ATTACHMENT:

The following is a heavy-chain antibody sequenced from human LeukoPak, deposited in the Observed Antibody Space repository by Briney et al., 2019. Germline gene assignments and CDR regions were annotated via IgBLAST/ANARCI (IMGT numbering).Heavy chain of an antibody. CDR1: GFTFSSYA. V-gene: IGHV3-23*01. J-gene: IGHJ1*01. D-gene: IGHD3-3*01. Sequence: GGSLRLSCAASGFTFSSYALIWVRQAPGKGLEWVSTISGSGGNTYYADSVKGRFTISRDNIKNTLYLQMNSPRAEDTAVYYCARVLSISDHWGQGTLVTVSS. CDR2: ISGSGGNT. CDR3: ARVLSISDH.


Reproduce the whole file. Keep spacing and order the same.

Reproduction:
The following is a heavy-chain antibody sequenced from human LeukoPak, deposited in the Observed Antibody Space repository by Briney et al., 2019. Germline gene assignments and CDR regions were annotated via IgBLAST/ANARCI (IMGT numbering).Heavy chain of an antibody. CDR1: GFTFSSYA. V-gene: IGHV3-23*01. J-gene: IGHJ1*01. D-gene: IGHD3-3*01. Sequence: GGSLRLSCAASGFTFSSYALIWVRQAPGKGLEWVSTISGSGGNTYYADSVKGRFTISRDNIKNTLYLQMNSPRAEDTAVYYCARVLSISDHWGQGTLVTVSS. CDR2: ISGSGGNT. CDR3: ARVLSISDH.